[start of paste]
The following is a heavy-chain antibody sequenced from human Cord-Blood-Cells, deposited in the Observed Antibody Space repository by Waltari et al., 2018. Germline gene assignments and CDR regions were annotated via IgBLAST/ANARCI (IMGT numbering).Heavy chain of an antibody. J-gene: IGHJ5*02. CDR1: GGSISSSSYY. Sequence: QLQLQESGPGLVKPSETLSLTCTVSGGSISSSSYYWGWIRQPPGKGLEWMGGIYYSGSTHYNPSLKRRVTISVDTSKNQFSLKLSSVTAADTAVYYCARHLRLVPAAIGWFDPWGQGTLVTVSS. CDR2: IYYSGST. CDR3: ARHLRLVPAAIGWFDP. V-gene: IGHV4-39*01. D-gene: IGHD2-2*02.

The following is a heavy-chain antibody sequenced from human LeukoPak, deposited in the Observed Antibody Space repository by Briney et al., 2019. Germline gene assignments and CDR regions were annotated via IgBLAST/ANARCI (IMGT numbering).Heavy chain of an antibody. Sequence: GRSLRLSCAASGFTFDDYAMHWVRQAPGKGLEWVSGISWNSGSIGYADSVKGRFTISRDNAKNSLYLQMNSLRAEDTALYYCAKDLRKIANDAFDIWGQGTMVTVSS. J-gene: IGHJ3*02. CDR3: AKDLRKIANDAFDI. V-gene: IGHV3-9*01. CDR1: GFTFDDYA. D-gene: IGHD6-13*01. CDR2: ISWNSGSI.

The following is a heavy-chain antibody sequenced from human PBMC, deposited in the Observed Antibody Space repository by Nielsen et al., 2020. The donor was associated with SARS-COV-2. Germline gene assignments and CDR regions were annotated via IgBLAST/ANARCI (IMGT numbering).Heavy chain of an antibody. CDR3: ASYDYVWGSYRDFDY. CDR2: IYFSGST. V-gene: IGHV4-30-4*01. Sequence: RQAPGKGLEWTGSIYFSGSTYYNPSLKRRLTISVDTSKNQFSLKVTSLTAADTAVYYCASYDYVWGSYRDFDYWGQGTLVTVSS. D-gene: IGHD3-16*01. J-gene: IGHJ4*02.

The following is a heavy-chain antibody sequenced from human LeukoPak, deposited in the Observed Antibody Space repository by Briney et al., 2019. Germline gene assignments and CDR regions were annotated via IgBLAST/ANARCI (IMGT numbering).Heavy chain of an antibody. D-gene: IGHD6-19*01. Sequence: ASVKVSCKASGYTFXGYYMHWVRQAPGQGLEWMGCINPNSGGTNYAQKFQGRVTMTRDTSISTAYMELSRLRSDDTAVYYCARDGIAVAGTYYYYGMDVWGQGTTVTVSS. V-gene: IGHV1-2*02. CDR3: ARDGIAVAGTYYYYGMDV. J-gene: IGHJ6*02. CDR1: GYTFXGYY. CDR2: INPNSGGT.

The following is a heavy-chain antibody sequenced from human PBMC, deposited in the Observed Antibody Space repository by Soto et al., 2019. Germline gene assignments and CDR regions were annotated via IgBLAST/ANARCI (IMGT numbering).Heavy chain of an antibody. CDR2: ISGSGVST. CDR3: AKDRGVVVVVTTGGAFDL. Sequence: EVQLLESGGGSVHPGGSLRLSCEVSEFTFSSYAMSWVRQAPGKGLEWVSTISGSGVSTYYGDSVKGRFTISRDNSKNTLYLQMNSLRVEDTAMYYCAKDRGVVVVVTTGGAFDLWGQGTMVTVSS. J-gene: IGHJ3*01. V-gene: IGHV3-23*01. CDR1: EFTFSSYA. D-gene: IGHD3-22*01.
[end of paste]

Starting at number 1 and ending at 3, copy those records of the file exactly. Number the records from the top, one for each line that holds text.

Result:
The following is a heavy-chain antibody sequenced from human Cord-Blood-Cells, deposited in the Observed Antibody Space repository by Waltari et al., 2018. Germline gene assignments and CDR regions were annotated via IgBLAST/ANARCI (IMGT numbering).Heavy chain of an antibody. J-gene: IGHJ5*02. CDR1: GGSISSSSYY. Sequence: QLQLQESGPGLVKPSETLSLTCTVSGGSISSSSYYWGWIRQPPGKGLEWMGGIYYSGSTHYNPSLKRRVTISVDTSKNQFSLKLSSVTAADTAVYYCARHLRLVPAAIGWFDPWGQGTLVTVSS. CDR2: IYYSGST. CDR3: ARHLRLVPAAIGWFDP. V-gene: IGHV4-39*01. D-gene: IGHD2-2*02.

The following is a heavy-chain antibody sequenced from human LeukoPak, deposited in the Observed Antibody Space repository by Briney et al., 2019. Germline gene assignments and CDR regions were annotated via IgBLAST/ANARCI (IMGT numbering).Heavy chain of an antibody. Sequence: GRSLRLSCAASGFTFDDYAMHWVRQAPGKGLEWVSGISWNSGSIGYADSVKGRFTISRDNAKNSLYLQMNSLRAEDTALYYCAKDLRKIANDAFDIWGQGTMVTVSS. J-gene: IGHJ3*02. CDR3: AKDLRKIANDAFDI. V-gene: IGHV3-9*01. CDR1: GFTFDDYA. D-gene: IGHD6-13*01. CDR2: ISWNSGSI.

The following is a heavy-chain antibody sequenced from human PBMC, deposited in the Observed Antibody Space repository by Nielsen et al., 2020. The donor was associated with SARS-COV-2. Germline gene assignments and CDR regions were annotated via IgBLAST/ANARCI (IMGT numbering).Heavy chain of an antibody. CDR3: ASYDYVWGSYRDFDY. CDR2: IYFSGST. V-gene: IGHV4-30-4*01. Sequence: RQAPGKGLEWTGSIYFSGSTYYNPSLKRRLTISVDTSKNQFSLKVTSLTAADTAVYYCASYDYVWGSYRDFDYWGQGTLVTVSS. D-gene: IGHD3-16*01. J-gene: IGHJ4*02.